Chutney, or “Operation: Chutney” as the characters in Reece Connolly’s play call their “hobby”, takes us through a married couple’s obsession with blood lust, which they satiate by systematically killing the local pet populace. What begins as a passion- inducing activity slowly descends into something darker (yes, even darker than the slaughtering of animals).
Whilst this sounds simply horrifying, Flux Theatre’s production uses this premise to explore current topics such as white privilege, societal pressures and what it means to be happy. We are presented with a modern kitchen- chrome furniture, white floors and cupboards and strip lighting – and a young, successful couple, Gregg (Will Adolphy) and Claire (Isabel Delia- Porta). The feel is that of being at a friend’s place, with them cooking dinner whilst telling you an entertaining story about themselves, however the content of their tale is how they came to disembowel a non-assuming dog. Their energy is so nonchalant and matter of fact that the audience cannot help but laugh at the picture being painted before them. Adolphy and Delia- Porta’s back and forth thrills throughout the evening, their relationship spiky, tumultuous and scarily relatable. Georgie Staight directs the fast- paced spectacle, teasing out the truth in each frenetic moment that contrasts brilliantly with the instances of intense stillness.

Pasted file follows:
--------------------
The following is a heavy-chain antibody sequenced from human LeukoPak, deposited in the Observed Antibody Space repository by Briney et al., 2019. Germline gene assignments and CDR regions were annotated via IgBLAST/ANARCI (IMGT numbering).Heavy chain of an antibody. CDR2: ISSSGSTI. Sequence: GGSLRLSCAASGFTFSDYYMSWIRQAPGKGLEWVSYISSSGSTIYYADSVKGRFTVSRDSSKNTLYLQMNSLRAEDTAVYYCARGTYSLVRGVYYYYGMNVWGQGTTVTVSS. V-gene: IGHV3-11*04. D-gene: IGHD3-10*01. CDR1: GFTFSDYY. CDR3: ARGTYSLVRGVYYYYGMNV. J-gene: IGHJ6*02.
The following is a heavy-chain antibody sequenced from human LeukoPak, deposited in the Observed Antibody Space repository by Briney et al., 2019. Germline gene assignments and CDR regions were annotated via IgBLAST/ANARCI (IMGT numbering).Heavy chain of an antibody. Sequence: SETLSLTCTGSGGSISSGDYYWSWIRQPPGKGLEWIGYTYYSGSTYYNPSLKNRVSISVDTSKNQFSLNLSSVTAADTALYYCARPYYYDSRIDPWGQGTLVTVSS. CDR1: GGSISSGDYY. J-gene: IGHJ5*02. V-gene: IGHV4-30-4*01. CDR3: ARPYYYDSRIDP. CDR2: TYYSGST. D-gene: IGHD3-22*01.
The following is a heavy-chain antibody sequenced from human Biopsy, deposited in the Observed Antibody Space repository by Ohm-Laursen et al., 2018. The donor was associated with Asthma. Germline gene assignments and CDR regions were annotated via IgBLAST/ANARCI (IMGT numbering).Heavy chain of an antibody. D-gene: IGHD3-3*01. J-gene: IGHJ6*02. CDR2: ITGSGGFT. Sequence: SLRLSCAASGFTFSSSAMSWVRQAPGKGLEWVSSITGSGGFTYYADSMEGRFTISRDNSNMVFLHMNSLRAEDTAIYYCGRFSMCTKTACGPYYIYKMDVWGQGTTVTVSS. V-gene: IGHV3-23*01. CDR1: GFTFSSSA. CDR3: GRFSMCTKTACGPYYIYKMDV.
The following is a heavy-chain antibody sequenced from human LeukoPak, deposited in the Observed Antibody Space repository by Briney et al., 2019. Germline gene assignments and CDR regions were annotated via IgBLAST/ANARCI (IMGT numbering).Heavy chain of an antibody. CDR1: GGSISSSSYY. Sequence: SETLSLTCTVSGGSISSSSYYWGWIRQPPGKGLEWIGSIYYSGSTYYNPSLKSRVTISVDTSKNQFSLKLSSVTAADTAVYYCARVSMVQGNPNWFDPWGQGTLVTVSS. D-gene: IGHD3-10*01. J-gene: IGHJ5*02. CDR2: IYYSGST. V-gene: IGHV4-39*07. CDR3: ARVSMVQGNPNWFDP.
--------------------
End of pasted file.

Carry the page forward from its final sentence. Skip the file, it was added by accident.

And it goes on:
The design of this production must be mentioned, transforming The Bunker Theatre’s black box space through Jasmine Swan’s set and costume design, pops of colour from only the red knife block and a bowl of oranges (both specific references for the spectators to appreciate) and Ben Winter’s humorous and at times visceral sound design which syncs with the lighting design of Matt Cater.
Connolly’s black comedy touches eloquently on the privileges of the white middle- class, as the characters themselves recognise that due to their status and the area they live in, they are far less likely to be on the police’s radar than someone in a ‘lesser’ situation. Connolly asks the question, how far is too far? We see in this play that it is possible for someone to justify their actions in any situation, believing the lie they have told themselves to the point of distorting the reality they are actually in.
Chutney is a truly laugh out loud piece even to the biggest animal lover (which I am), with cutting one- liners and devastating consequences that will keep you talking about it long after you have left the theatre.
Chutney is playing The Bunker Theatre until 1 December 2018. For more information and tickets, click here.